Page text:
Anti-Everything - Children of a Globalised World (Cover Artwork)
Staff Pick


Children of a Globalised World (2012)


You wouldn't know much about Anti-Everything as they're one of those bands trying to establish themselves as the punk mainstay of the Caribbean–Trinidad to be more specific. But what they offer is a telling note and sound reminder that there's great punk music in Latin America and outside North American borders. It's great to see bands achieve this sound outside N.A. without trying so fucking hard to actually nail it. In their own political missives fired and democratic salvos dispatched, they manage not to get too preachy and overly political as they pull off a highly respectable punk record.

They've cultivated a very garage, demo-ish sound under the unpolished and at times, hoarse, vocals of Bryan Khan–but then again, this unrefined and crude set of conditions prove conducive to such bands, as you'd tell from listening to the likes of Comadre and Leer. These two bands really show that punk and skramz can complement each other well and songs like "Bureaucrash" and "Ste. Madeleine" fit perfectly with this notion.

It's also welcoming to see a band claiming Anti-Flag, NOFX and Pennywise as influencers actually trying to stay true to the sound rather than do the expected regional knack of throwing in little bits of ska, soca, calypso and steel-pan. This schtick has grinded to a halt in the Trinidadian music scene as bands get too poppy, and in the most deplorable manner possible, or try to bring in a bit too much local influence. Then you get those who think metal is God's gift to us with the most illegible and poorly-executed screams ever, while the rest of bands think one good guitarist, great at solos and riffs, makes the headlines complete. Fuck that. That's why you don't hear about this Caribbean rock scene. Some are trying too hard to be original while some don't try at all. Thing is, you don't have to fight through wars to be original: it comes with the territory of having a mind made for music and its delivery. You either have it or you don't. For every ten terribly crappy bands in the Caribbean, there's one good one, and Anti-Everything are it.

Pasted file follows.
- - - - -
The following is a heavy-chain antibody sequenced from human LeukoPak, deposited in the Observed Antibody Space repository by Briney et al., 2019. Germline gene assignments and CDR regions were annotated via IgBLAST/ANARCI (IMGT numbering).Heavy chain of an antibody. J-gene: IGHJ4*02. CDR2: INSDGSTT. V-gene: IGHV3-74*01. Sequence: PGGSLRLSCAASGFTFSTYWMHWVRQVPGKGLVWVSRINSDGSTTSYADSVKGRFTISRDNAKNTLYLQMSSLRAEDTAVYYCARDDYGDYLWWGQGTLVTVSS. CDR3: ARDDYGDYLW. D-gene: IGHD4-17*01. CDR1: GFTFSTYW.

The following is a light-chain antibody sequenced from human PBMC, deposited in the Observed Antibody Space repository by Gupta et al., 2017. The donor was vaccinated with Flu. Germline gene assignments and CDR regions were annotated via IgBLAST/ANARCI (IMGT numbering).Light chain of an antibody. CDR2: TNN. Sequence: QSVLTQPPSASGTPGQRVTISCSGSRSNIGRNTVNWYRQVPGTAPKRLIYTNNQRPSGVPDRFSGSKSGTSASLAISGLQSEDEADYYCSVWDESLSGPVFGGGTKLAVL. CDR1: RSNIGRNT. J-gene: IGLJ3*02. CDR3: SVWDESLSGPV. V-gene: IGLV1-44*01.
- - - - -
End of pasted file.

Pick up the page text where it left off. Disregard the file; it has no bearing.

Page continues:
"Black Stripe" highlights how technically sound the musicians are in the band, making up for the Khan's voice, which actually comes up trumps when you realize that each track differs from the other to give a structurally sound record. It's hard to expect that kind of cohesive flow and coherent breakdown with a Caribbean band as you'd figure they're usually fucking tailor-made to convery a Bedouin Soundclash or Catch-22 type vibe. A lot of this is attributed to Randy Ali, an intelligent guitarist and proficient musician. His groundwork on these tracks is undeniably solid.

'Starving Youth' stakes its own claim for best song of the record, with its grandiose breakdown of bass and drums before recovering that punk vibrancy instilled in the rest of the album. They've got this punk blood engrained in their soul and you get just how dedicated they are to punk, not as a form of art or culture, but as a way of life–that's how translatable the record is. "These Statues Will Collapse" helps to leave another great mark and once again, it's a refreshing audible signature left by a bunch of guys who don't even fucking know to leave all their music free on their website for the world to listen to. Salvage what you can at their website and find out why the hell they'd not have such a great punk record readily available. These fucking Caribbean kids. Classic.